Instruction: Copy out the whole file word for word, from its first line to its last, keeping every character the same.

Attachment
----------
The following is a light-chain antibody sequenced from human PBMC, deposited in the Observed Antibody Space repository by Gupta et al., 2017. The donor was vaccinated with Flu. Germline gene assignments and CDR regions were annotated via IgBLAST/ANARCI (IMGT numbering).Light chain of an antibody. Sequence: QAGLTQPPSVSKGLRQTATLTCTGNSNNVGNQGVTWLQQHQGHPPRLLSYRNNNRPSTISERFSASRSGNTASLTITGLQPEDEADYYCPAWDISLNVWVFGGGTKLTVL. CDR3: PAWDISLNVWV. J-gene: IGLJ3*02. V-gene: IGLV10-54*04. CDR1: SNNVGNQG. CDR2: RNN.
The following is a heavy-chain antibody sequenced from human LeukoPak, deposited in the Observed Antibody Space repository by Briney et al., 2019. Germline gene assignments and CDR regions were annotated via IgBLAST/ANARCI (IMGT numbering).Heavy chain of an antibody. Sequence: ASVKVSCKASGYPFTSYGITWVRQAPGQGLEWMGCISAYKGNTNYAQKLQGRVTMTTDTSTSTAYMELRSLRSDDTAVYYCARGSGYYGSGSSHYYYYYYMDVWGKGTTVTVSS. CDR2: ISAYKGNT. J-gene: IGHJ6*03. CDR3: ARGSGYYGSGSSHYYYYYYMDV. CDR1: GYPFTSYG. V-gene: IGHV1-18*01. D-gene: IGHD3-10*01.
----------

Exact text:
The following is a light-chain antibody sequenced from human PBMC, deposited in the Observed Antibody Space repository by Gupta et al., 2017. The donor was vaccinated with Flu. Germline gene assignments and CDR regions were annotated via IgBLAST/ANARCI (IMGT numbering).Light chain of an antibody. Sequence: QAGLTQPPSVSKGLRQTATLTCTGNSNNVGNQGVTWLQQHQGHPPRLLSYRNNNRPSTISERFSASRSGNTASLTITGLQPEDEADYYCPAWDISLNVWVFGGGTKLTVL. CDR3: PAWDISLNVWV. J-gene: IGLJ3*02. V-gene: IGLV10-54*04. CDR1: SNNVGNQG. CDR2: RNN.
The following is a heavy-chain antibody sequenced from human LeukoPak, deposited in the Observed Antibody Space repository by Briney et al., 2019. Germline gene assignments and CDR regions were annotated via IgBLAST/ANARCI (IMGT numbering).Heavy chain of an antibody. Sequence: ASVKVSCKASGYPFTSYGITWVRQAPGQGLEWMGCISAYKGNTNYAQKLQGRVTMTTDTSTSTAYMELRSLRSDDTAVYYCARGSGYYGSGSSHYYYYYYMDVWGKGTTVTVSS. CDR2: ISAYKGNT. J-gene: IGHJ6*03. CDR3: ARGSGYYGSGSSHYYYYYYMDV. CDR1: GYPFTSYG. V-gene: IGHV1-18*01. D-gene: IGHD3-10*01.